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RENO - President Barack Obama announced a probe into oil price fraud and speculation Thursday,
US President says new Justice Department task force will root out any cases of fraud or manipulation that may have caused higher prices.
hoping to limit a rise in gasoline pump prices that has energy-hungry Americans up in arms.
Pointing the finger at "speculators," Obama said a new Justice Department task force would "root out any cases of fraud or manipulation" that may have caused higher prices.
"We are going to make sure that nobody is taking advantage of American consumers for their own short-term gain," Obama said at a town hall meeting in Reno, Nevada.
Americans have seen oil prices rise over eight percent in the last month. The average gallon now costs 35 percent more than it did a year ago.
Obama has sought to tap into unease at these rising costs -- which risk weighing down the US recovery and could dampen his 2012 reelection hopes.
"Folks are out there dealing with gas at $4 a gallon. It's just another hardship -- another burden -- at a time when things were already pretty tough," he said.
Earlier this week Obama insisted the lack of supply was not the main reason petroleum prices are rising.
"The problem," he said, "is that oil is sold on these world markets, and speculators and people make various bets, and they say, 'you know what, we think that maybe there's a 20 percent chance that something might happen in the Middle East that might disrupt oil supply.'"
Attorney General Eric Holder said there could be legitimate market reasons for price rises, but he promised swift action where gouging and other illegal practices are found.
Besides investigating retail prices, his group will look into commodities markets, examining the role of speculators and index traders in the oil futures markets.
But it is not the first time US lawmakers have tried to tackle oil market speculation.
Rules currently being considered by a government watchdog would place caps on the number of oil derivatives contracts any one company can control.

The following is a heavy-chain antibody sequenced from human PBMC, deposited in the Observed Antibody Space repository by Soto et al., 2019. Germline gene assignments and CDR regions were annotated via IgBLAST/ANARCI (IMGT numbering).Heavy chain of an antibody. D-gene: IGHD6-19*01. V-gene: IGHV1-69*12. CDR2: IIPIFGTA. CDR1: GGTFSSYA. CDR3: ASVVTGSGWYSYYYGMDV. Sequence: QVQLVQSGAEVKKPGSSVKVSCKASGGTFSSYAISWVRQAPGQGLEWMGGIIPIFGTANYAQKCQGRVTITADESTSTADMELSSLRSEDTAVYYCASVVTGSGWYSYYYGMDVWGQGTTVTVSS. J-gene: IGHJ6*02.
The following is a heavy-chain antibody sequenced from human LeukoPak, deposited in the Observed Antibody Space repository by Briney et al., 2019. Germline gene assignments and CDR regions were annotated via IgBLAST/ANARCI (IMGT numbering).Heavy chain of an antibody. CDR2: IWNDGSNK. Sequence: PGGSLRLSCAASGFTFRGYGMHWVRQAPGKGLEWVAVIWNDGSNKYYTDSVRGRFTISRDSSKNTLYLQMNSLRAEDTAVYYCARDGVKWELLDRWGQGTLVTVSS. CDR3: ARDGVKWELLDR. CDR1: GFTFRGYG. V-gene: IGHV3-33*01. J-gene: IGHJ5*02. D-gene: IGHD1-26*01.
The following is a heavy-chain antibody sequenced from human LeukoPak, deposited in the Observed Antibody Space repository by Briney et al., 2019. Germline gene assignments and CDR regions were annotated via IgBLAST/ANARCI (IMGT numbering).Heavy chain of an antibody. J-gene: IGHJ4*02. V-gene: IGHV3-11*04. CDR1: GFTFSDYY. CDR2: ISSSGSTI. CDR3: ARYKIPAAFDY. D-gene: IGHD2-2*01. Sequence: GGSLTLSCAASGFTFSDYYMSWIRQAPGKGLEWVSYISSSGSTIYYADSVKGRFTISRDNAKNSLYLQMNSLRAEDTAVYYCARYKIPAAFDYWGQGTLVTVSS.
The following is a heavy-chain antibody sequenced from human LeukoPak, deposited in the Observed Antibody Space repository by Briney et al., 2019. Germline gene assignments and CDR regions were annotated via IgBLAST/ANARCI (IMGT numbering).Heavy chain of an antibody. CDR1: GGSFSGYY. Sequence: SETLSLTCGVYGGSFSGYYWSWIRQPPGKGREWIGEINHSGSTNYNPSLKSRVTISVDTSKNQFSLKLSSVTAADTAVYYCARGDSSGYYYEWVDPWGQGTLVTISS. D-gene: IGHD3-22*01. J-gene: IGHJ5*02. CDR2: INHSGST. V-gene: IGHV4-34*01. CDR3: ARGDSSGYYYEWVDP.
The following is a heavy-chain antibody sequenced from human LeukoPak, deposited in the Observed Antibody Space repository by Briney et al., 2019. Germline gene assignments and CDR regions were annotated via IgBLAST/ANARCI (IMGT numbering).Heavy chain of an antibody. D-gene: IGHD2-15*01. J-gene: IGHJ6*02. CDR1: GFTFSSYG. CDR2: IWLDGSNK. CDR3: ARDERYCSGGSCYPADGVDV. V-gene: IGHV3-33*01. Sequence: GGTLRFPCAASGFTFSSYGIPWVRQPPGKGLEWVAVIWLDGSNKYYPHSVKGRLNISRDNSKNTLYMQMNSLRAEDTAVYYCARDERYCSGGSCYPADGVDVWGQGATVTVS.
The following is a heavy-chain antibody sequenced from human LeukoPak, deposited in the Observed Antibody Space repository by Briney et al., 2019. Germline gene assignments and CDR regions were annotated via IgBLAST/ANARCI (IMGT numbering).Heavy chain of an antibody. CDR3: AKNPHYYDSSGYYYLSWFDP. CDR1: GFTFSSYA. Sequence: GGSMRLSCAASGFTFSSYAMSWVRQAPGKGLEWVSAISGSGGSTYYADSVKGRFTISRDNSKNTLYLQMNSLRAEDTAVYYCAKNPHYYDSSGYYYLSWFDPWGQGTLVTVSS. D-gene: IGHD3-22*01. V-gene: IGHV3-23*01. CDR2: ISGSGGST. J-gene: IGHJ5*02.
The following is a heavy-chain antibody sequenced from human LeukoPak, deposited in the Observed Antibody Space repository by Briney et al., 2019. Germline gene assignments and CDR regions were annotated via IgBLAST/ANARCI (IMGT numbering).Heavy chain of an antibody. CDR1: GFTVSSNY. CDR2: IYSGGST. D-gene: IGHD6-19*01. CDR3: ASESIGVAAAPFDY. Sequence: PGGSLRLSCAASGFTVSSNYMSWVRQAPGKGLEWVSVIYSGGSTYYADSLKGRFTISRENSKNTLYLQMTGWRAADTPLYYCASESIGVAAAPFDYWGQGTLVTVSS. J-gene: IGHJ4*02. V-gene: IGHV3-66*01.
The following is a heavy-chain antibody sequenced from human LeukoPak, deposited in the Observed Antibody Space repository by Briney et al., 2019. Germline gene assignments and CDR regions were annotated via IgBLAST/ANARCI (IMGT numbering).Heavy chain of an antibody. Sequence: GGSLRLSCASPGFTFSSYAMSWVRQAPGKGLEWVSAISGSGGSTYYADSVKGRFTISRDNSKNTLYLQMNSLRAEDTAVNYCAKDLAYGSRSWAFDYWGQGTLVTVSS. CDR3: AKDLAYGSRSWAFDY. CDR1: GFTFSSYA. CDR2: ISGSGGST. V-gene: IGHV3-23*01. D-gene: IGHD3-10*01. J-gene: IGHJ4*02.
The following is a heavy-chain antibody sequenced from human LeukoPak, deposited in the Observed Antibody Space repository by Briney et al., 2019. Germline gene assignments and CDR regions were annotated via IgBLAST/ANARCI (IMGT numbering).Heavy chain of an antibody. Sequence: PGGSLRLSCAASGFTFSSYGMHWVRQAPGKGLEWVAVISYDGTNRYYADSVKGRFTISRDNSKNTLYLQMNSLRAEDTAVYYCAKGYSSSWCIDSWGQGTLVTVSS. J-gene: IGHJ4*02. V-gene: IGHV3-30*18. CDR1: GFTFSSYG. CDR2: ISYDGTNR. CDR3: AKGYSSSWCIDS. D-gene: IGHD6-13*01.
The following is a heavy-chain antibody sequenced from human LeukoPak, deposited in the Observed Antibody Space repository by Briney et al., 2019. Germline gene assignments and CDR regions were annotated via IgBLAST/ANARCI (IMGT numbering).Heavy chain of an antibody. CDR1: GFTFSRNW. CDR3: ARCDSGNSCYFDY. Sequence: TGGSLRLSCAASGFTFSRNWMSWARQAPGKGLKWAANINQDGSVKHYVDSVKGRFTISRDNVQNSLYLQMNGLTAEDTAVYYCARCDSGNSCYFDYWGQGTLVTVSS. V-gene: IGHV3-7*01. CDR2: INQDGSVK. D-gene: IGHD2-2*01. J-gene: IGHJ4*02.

The rules have been bitterly opposed by big traders, including many companies that use oil contracts to hedge against risks to their business.
But there is a fierce disagreement about the impact speculation actually has on prices, with some estimating it could add as much as $20 a barrel to prices and others claiming the market price reflects real risks.
"(Oil) has been looked upon as an attractive investment for financial houses, hedge fund managers etc and that has been the primary driver of oil prices for much of 2011," said Troy Green a spokesman for the American Automobile Association.
"Even though gasoline stocks have fallen below five year averages recently, this is pretty much about money flowing into commodities."
Most market participants disagree.
Andy Lipow, a Houston-based oil analyst, said crises in the Middle East and growing demand had been the prime driver of price rises.
"The fact of the of the matter is that crude oil and petroleum products have been rising during the course of the year and got an extra boost from the turmoil that is happening in Libya, which led to a disruption in crude oil supplies," he said.
But Goldman Sachs recently turned on its peers, stating that oil prices should be around $20 a barrel lower than they are given market fundamentals.